"The Fall Of Reason" is my second favourite. There are some complex arrangments in this one and some tamer vocals which are refreshing. "Control And Resistance" features lots of riffs and a cool guitar solo after 4 minutes. The vocals are really good after 6 minutes. "Hidden Instincts" is pedal to the metal all the way with a scorching guitar solo. "Life Cycles" is almost mellow with vocals that are "normal" at times. Good song. "Dangerous Toys" hits the ground running with some great bass. By the way Doug Keyser is one of the best bass players I have ever heard. Lots of riffage and mayhem. Some intricate and blazing guitar as well. Ron Jarzombek is such an amazing guitarist, and i'm going to check out his work on SPASTIC INK.

And all you metal heads need to check out this "out of control" release, it's a piece of Metal history.

Report this review (#116767)
Posted Thursday, March 29, 2007 | Review Permalink
5 stars This is a milestone in prog metal history

An absolute treasure for me and sure for many of you. 5 stars, essential album and highly recommended for fans of Fates Warning era Perfect symetry or later on Spiral Architect, Power of Omens and at some point Anacrusis. Techno trash i might say offers Watchtower here but with a good cantity of prog elements, they succeded not to sound like many trash bands from the late '80. Complex album with a lot of stunning pieces like Instruments Of Random Murder, great opener, in fact all the tracks are awesome. Ron Jarzombec uses his style of technical guitar to create some catchy thrash metal riffs as well as some intelligent solos. The next highlight of this album is the unique sound of Doug Keyser's bass. His bass sound is incredible and adds a lot to the overall sound of the album. This band is a classic band of 80's prog metal and this album should be added to your collection if you do not have it, a masterpiece of prog metal and why not of metal in general. Many bands from today find this album as a major influence on their music. 5 stars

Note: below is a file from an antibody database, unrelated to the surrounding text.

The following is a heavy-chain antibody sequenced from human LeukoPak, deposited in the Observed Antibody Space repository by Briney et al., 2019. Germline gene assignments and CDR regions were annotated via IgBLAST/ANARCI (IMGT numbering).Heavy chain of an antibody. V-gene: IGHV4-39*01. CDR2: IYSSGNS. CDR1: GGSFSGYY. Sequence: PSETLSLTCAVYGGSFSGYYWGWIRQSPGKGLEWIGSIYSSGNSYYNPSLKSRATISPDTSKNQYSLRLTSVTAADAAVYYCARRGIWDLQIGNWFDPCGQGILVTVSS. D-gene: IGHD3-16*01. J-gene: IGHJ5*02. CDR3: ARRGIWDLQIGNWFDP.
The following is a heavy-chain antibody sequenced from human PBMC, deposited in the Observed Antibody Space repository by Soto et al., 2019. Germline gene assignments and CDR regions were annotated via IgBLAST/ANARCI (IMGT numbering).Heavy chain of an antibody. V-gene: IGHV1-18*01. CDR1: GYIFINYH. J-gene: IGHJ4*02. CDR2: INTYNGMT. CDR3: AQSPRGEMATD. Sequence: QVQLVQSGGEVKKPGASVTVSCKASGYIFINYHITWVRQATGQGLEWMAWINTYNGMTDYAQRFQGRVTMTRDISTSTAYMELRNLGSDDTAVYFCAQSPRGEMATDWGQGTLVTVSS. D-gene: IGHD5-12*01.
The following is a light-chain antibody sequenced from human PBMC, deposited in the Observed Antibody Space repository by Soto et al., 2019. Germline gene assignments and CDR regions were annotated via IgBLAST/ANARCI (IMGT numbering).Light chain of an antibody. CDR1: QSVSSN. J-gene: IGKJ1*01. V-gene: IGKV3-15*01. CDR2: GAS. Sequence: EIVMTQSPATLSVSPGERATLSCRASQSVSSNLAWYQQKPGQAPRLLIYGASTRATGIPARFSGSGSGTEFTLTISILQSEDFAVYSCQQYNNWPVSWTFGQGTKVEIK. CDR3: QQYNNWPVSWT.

Report this review (#139881)
Posted Saturday, September 22, 2007 | Review Permalink
5 stars Groundbreaking technical metal album way ahead of it's time.

WATCHTOWER are a criminally underrated and unknown band, they pretty much invented progressive metal with their incredible technical thrashin' debut 'Energetic Disassembly' back in 1985 and their follow up 'Control and Resistance' is a lot different and more refined but just as good.

The music is quite demanding of the listener, it's certainly an acquired taste as with any kind of technical music, the neck-breaking tempo changes and odd time signatures can make you go insane if you think too hard about them and you can't have technical music without technical musicians, these guys really know how to play their instruments. The drums here are great, very syncopated and thought provoking, they almost never just stick to a beat, there are always nuances and fills that go over the bar line, the bass is every bit as good, it's quite noticeable and high up in the mix which is great because it contributes a great deal both melodically and rhythmically to the music playing the role of intermediary between guitar and drums perfectly. Ron Jarzombek's guitar is something else entirely, his tone and style are instantly recognizable and his wailing harmonised solos are incredibly original are his atonal riffs and licks. Now the vocals are a bit of a sticking point for many people being absurdly over the top, aggressive, high pitched and with operatic vibrato and the lyrics usually involve technological paranoia. I can understand many people discounting the band for the vocals alone I know I did to start but I grew to tolerate and even really enjoy them in time, it's one of those things you either love or hate and if you hate it you really need to give it a chance.